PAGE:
How Raila can win in first round of voting
Posted Saturday, May 5 2012 at 19:52
- Tight corner: The pollsters are saying that if the presidential election is not decided in round one, a run-off could bring down the curtains on the PM’s presidential bid
Good people, the stakes have never been higher in a presidential poll. What are pollsters telling Prime Minister Raila Odinga?
Simple: he will have to pull all the stops out, in an out-and-out, everything-or-nothing, to run for outright victory in round one of the presidential ballot.
The pollsters are saying that if the presidential election is not decided in round one, a run-off could bring down the curtains on the PM’s presidential bid. But why would that be? First because, I believe, a tight race in round one will get tighter in the second round of balloting.
Second, I believe, the undecided in round one will have to make up their minds come the run-off. There is no knowing which way they will tip the scales.
Third – and most ominously – the PM’s legion of enemies will be waiting to use the run-off to consign him to the political graveyard.
The PM is a couple of years shy of his 70th birthday. If he does not become the next tenant at State House, he will go down in history as a hero who reigned but never ruled.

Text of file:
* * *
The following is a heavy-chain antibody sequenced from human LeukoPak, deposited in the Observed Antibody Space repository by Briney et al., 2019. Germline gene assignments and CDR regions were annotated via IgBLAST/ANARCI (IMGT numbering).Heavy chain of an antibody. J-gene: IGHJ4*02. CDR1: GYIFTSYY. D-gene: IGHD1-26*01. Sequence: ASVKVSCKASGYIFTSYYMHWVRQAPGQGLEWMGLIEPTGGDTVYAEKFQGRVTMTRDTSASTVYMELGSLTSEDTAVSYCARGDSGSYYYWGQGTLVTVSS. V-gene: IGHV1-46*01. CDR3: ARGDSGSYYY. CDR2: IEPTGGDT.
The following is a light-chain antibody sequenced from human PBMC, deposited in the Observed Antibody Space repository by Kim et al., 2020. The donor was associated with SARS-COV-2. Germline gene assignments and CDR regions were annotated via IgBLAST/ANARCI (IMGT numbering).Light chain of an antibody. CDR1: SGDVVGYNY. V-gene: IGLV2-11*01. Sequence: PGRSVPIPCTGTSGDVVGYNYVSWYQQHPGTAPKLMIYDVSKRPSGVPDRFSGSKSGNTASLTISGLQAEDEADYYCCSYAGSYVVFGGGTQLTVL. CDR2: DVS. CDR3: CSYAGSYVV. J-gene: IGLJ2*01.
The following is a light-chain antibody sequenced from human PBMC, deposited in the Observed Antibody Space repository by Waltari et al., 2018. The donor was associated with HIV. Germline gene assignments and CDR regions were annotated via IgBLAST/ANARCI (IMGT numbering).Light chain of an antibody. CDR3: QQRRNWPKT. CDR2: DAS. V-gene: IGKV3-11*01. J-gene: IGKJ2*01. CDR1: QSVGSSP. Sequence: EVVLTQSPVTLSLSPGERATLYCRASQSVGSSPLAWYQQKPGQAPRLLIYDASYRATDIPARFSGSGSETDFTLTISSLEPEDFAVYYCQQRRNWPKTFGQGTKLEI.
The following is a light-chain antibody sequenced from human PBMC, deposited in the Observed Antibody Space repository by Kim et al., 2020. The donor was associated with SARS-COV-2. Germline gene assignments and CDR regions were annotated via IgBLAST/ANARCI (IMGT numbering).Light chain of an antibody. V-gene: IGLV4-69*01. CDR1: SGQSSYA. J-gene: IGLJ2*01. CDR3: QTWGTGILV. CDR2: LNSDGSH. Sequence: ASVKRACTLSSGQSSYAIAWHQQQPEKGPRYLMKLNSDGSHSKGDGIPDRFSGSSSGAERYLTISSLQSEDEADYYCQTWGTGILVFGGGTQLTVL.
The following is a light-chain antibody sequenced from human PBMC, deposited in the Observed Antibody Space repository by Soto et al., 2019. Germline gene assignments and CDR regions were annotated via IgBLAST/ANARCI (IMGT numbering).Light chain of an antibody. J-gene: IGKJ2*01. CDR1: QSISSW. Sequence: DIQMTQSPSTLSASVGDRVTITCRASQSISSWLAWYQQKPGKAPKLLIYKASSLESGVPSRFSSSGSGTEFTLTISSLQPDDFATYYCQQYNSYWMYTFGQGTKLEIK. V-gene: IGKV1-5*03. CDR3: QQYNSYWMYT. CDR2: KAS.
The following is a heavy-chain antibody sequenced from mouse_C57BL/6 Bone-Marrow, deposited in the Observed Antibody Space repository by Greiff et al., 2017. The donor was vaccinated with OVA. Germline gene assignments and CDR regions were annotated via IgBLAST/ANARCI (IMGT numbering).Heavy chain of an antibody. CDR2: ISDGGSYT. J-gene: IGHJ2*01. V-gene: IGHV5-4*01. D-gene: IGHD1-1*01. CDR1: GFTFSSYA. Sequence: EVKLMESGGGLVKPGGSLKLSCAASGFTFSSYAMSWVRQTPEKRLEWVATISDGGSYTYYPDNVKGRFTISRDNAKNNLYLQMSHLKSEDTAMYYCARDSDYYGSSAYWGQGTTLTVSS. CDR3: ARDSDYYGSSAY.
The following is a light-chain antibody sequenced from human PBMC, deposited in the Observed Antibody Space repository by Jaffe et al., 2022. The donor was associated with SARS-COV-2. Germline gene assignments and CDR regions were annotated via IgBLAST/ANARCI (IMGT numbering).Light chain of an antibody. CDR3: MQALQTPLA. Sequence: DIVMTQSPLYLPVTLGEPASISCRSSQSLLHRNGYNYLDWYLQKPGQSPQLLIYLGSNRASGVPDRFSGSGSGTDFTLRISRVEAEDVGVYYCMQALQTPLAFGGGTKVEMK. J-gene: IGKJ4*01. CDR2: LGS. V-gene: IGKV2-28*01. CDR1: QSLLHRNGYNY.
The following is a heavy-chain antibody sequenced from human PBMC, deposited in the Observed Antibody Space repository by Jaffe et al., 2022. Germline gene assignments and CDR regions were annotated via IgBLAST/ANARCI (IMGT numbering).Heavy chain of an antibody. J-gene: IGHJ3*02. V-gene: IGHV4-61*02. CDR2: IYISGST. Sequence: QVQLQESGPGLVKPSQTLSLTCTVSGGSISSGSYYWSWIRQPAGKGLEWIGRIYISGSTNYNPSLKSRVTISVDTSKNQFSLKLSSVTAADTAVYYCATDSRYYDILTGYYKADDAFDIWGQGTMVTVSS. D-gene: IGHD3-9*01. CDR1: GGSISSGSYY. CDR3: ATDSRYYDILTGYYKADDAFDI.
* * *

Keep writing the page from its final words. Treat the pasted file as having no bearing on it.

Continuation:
So, how can he avoid a run-off or, to put it another way, how can he beat his myriad opponents in round one?
The first line of attack is to find a running mate who is politically formidable yet amiable, has a national stature and appeal and has the wherewithal to mount a national campaign.
In other words, Mr Odinga will be choosing a running mate who Kenyans will easily identify with.
Second, the PM must identify popular and visionary candidates for the 47 governors’ seats.
Governors will be the people from among whom Kenyans will be choosing their presidents in future.
It is this that must guide the PM in his search and support for candidates for these positions.
But Mr Odinga must not, at any one time, try to impose his choice of candidates on the people.
The Orange Democratic Movement (ODM) rank and file must, through the established party machinery and free and fair elections, choose the candidates for the positions of governor.
Third, the PM must identify popular political, religious and business leaders in those areas where he has lost support and take them on board ODM.
With these leaders and other party stalwarts, the PM must cover the width and breadth of these regions time and again to change minds.
Fourth, the PM must not imagine, even for a moment, that his opponents have slammed the door firmly shut on him in any of the 47 counties.
What he must do is to aim to have at least 25 counties under lock and key.